“Impunity for the Very Rich”
Weiss’ comments suggest that at least thus far, the pain threshold that Sackler recipients are willing to endure varies. The calculus is a mix of fungible factors including which Sackler family member gave the money, the gravity of the alleged discretions pertaining to specific individuals, and while few may admit it publicly, the size of the donation in question.
Remember: Purdue Pharma pleaded guilty to misleading regulators about OxyContin all the way back in 2007. Yet this didn’t compel universities, medical centers and museums to return Sackler cash.
With the benefit of hindsight, however, this is understandable. Though everyone knew where the Sacklers’ wealth came from, neither Raymond, Richard nor Mortimer were accused of wrongdoing despite presiding over OxyContin’s astonishing growth. The opioid epidemic hadn’t reached crisis levels that we’re seeing today. And with the Great Recession still in its formative stages, the public had yet to turn against unaccountable society-shaping plutocrats.
Needless to say, things have changed in the last 12 years.
The opioid crisis now claims over 130 lives per day. Social media has emerged as a powerful tool enabling activists to expose the misdeeds of toxic donors. And with philanthropy expanding its reach across American society, “concerns about income inequality have challenged the very notion of allowing billionaires to gild their reputations by making tax-deductible gifts that result in their names being etched in stone,” writes the Post’s Peggy McGlone.
McGlone is on to something. One of the big knocks against modern mega-philanthropy is this idea of “elites supporting elites.” Rather than direct their billions toward areas of legitimate need, mega-donors, critics argue, simply double down on the institutions that bolster their wealth and prestige. We see this argument everywhere, from how major journalism foundations award funding, to billionaire mega-gifts to affluent Ivy League institutions while community colleges and historically black universities scrounge for change under the couch.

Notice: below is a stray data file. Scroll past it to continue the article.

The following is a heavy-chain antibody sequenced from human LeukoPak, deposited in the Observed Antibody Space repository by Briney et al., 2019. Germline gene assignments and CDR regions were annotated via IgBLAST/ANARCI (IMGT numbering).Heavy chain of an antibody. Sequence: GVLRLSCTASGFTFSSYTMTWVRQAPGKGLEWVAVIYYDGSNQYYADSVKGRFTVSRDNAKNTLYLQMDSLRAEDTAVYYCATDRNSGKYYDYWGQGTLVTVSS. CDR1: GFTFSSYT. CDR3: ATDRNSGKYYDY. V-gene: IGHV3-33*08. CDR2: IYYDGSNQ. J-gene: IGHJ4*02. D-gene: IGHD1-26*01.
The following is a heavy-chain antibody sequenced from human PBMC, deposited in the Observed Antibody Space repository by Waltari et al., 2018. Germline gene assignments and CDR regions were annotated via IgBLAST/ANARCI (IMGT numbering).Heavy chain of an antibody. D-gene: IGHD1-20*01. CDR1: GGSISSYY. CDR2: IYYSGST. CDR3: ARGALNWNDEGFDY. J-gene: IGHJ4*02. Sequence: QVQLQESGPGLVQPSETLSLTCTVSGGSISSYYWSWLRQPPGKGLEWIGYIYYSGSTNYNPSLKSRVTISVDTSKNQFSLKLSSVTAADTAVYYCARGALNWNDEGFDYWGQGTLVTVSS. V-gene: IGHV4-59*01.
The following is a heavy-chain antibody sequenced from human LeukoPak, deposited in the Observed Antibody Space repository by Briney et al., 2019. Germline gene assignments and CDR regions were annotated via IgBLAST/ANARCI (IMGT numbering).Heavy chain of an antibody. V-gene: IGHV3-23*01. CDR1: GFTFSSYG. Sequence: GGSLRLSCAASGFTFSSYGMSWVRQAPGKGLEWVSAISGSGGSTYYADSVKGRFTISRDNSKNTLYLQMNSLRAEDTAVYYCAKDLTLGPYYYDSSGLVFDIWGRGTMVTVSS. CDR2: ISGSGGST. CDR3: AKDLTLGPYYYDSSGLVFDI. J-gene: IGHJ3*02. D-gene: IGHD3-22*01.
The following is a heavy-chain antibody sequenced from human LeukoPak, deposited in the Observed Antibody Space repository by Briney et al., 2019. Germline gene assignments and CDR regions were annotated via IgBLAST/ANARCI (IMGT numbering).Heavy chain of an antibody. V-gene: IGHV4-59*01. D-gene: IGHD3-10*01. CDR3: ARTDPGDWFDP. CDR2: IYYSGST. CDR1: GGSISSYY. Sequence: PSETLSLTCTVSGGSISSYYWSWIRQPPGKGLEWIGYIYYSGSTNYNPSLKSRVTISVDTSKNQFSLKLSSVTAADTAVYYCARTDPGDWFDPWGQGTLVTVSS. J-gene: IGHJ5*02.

“This is part of a larger picture of impunity for the very rich in this moment,” said L.A. Kauffman, speaking at an anti-Sackler protest at the Guggenheim. “We see museums and cultural institutions glorifying the very rich and we also see them giving them positions of power.” This echoes similar lines of criticism concerning philanthropists like the Mercer family, the Koch brothers, Stephen Schwarzman, and many others.
We’ll probably be learning a lot more about Sackler family members’ transgressions in the months ahead, as various lawsuits snake their way through the court system. Most recently, in mid-January, the widows and descendants of Raymond and Mortimer were added to a $500 million lawsuit filed by the City of New York in order to offset the costs of the opioid crisis. The January Massachusetts filing may turn out to be the tip of the iceberg.
Meanwhile, organizations like the Met have been “engaging” in “further review” regarding this issue for close to a year, now. Maybe future revelations will compel museums to return Sackler money; then again, maybe not. Either way, at some point, organizations should clearly articulate the reasoning behind their decisions, especially if they decide to keep cash from a Sackler directly implicated in OxyContin’s deceptive marketing. This isn’t too much to ask.
Photographer Nan Goldin, who says she started PAIN after she became addicted to OxyContin, has spent the past year calling on arts institutions to remove the Sackler name, publicly denounce the family, and refuse future gifts. Upon announcing the latest Met demonstration via Instagram on February 8, she wrote, "We’ve been knocking on their doors for a year and not a single museum has denounced the Sacklers, taken down their name, or publicly refused their funding. Time’s up.”